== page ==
Bringing VR out of office and study spaces will serve to help it attract the new audiences it needs to continue growing
D-Link Australia DNS-343
NAS for the home
- RAID capability, UPnP/FTP/iTunes server, 4TB capacity
- Some design flaws, no USB drive backup
The DNS-343 is a simple to use NAS device that is also easy to set up. It doesn’t offer anything unique, but it's largely well-designed and is a decent option for the tech-savvy and novices alike.
Price$ 800.00 (AUD)
D-Link's flagship network attached storage (NAS) device is the DNS-343, a four-bay SATA enclosure with versatile configuration options to suit the storage needs of homes and small offices. There are some design flaws, but well-integrated maintenance features make this a good unit to simply set up and leave.
The DNS-343 supports up to four SATA drives with a maximum capacity of 4TB in a variety of configurations, including linear, JBOD, and RAID 0, 1 and 5. A Gigabit Ethernet port facilitates data transfer; a single USB port allows printer sharing and UPS monitoring, but unfortunately the device doesn't support backing up USB drives like the Synology DS207+ does.
The DNS-343's case has some troubling design flaws. Rather than using a hinged door as found in most NAS devices, the DNS-343's face plate must be completely removed. The NAS doesn't use drive-carry trays either — each drive is placed directly into the SATA slots, with minimal physical support for the drive. Ejecting a drive requires the user to flick a hinge on the back of the device. This makes for easy hot swapping, but it is an odd design choice.
Although the DNS-343 has an OLED screen, this only serves to provide a status report on drive and server health. Most configuration is conducted through the embedded Web server. The configuration page is well laid out and easy to use, even the non-tech savvy, thanks to an easy setup wizard and step-by-step RAID configuration. Users can also configure the DNS-343's server capabilities, including remote FTP, UPnP AV, an iTunes server, and basic administrative settings such as individual drive quotas and network access settings.
Drive setup is quick and painless. The DNS-343 was quick at formatting several 1TB drives in both JBOD and a RAID 1 configuration. It isn't easy to configure differently sized drives even in a simple linear configuration, so users should use identical disks in the device. Drive mapping is easily accomplished using D-Link's provided software; users are only required to select a drive letter.
An increasingly common aspect of NAS devices aimed at home users are remote download and scheduling features. Most devices opt for BitTorrent or similar P2P integration, but the DNS-343 is restricted to basic FTP and HTTP download scheduling. Still, users who do want to use this can easily configure their desired settings through the device's Web server, determining download times and locations.
Join the newsletter!
Most Popular Reviews
- 1 ASUS FX503 review: An ROG Notebook By Any Other Name
- 2 HP Envy x360 (Ryzen 5) review: Power over portability
- 3 Oppo A73 review: The budget smartphone that sets the bar for 2018
- 4 Oppo R11s review: The iClone you know and love, but not quite the one you deserve
- 5 Blackberry KEYone Black Edition review: What the original KEYone should have been
Latest News Articles
- Western Digital’s new MicroSD card enables 24/7 next-gen video capture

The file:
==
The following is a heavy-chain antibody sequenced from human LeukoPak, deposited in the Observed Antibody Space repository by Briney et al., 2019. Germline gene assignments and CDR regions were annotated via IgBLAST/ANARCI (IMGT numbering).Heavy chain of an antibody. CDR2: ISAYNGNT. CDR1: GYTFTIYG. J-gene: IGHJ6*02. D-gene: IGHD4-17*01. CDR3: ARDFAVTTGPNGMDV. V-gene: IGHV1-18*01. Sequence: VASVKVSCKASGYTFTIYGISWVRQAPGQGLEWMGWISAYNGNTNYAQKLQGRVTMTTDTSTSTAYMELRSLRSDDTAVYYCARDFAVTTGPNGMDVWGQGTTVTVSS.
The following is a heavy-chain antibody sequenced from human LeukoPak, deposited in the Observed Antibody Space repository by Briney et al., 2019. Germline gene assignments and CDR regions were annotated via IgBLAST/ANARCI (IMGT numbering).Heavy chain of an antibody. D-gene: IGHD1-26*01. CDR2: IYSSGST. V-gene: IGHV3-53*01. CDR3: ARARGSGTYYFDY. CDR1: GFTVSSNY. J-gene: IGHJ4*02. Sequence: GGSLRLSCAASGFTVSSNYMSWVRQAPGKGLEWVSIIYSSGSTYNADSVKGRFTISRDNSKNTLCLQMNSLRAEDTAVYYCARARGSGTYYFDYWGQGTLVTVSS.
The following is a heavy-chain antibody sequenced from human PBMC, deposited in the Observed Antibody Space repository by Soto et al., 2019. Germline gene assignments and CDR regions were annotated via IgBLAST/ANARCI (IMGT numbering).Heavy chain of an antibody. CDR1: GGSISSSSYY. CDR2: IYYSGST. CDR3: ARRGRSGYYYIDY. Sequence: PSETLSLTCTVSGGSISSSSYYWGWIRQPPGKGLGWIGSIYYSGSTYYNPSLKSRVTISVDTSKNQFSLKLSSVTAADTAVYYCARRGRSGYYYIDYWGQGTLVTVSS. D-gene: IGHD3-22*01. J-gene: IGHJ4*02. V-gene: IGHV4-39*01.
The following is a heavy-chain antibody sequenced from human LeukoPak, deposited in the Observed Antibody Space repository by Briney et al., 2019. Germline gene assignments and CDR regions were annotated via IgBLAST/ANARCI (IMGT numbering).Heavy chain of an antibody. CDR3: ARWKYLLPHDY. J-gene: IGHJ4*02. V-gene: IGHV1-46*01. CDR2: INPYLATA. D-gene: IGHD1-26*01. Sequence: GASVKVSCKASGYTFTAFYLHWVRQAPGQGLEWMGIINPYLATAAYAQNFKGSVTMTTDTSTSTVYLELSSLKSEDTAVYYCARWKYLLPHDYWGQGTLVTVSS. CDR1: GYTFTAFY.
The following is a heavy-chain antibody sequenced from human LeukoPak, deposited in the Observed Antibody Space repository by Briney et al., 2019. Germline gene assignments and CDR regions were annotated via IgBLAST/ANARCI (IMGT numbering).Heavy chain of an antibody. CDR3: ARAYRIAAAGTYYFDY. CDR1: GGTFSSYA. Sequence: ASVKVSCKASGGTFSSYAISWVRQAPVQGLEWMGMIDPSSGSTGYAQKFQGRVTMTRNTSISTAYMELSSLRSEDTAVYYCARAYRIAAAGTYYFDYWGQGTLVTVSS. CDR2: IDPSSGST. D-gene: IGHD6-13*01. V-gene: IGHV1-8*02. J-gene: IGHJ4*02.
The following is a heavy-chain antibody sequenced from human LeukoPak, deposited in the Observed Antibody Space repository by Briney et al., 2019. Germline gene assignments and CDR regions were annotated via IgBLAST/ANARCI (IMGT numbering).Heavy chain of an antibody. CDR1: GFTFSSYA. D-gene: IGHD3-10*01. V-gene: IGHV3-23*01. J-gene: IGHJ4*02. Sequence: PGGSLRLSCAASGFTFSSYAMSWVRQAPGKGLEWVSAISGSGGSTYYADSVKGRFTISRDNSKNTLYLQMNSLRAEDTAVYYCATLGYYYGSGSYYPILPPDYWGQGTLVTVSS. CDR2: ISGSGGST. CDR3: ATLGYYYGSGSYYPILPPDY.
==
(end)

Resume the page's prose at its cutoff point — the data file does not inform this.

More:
- Western Digital Ups The Game With Powerful New Gaming SSD
- QNAP Launches The Quad-Core TS-253Be and TS-453Be NAS
- Synology C2 Backup Now Available to Users Worldwide
- Intel launches 800P Optane SSD
PCW Evaluation Team
Touch screen visibility and operation was great and easy to navigate. Each menu and sub-menu was in an understandable order and category
The printer was convenient, produced clear and vibrant images and was very easy to use
I would recommend this device for families and small businesses who want one safe place to store all their important digital content and a way to easily share it with friends, family, business partners, or customers.
It’s easy to set up, it’s compact and quiet when printing and to top if off, the print quality is excellent. This is hands down the best printer I’ve used for printing labels.
Brainstorming, innovation, problem solving, and negotiation have all become much more productive and valuable if people can easily collaborate in real time with minimal friction.
The print quality also does not disappoint, it’s clear, bold, doesn’t smudge and the text is perfectly sized.
- Picture Perfect: OPPO prepare their boldest smartphone yet
- Gigabyte AERO 15: Full, in-depth review
- Samsung Galaxy S9+ review: A predictably-exellent flagship uplifted by a standout camera
- What's the difference between an Intel Core i3, i5 and i7?
- Laser vs. inkjet printers: which is better?
Product Launch Showcase
- FTSenior Consultant - .NET Developer - Brisbane based (work from home/client site)VIC
- CCMid - Level Dynamics CRM Functional ConsultantQLD
- TPUX UI DesignerNSW
- CCSharePoint 2013 DeveloperVIC
- FTSolution Architect - DigitalVIC
- CCCommunication OfficerNSW
- CCDevops EngineerQLD
- FTSenior AWS Cloud SpecialistsOther
- FTNetwork Planners - Multiple OpportunitiesNSW
- FTEAI Developer / Integration DeveloperOther
- FTFull Stack Developer - (Mid Level)Other
- CCSAP DevelopersQLD
- CCProject Manager (mid-level)NSW
- FTMultiple Solution Architect PositionsACT
- FTCyber Security AnalystOther
- TPPurchasing Officer - SAPWA
- FTDatabase AdministratorOther
- TPSenior Test AnalystQLD
- FTWireless Consulting EngineerNSW
- TPPMO AnalystNSW
- CCChange AnalystNSW
- FTSenior Project ManagerOther
- FTService Asset & Configuration ManagerNSW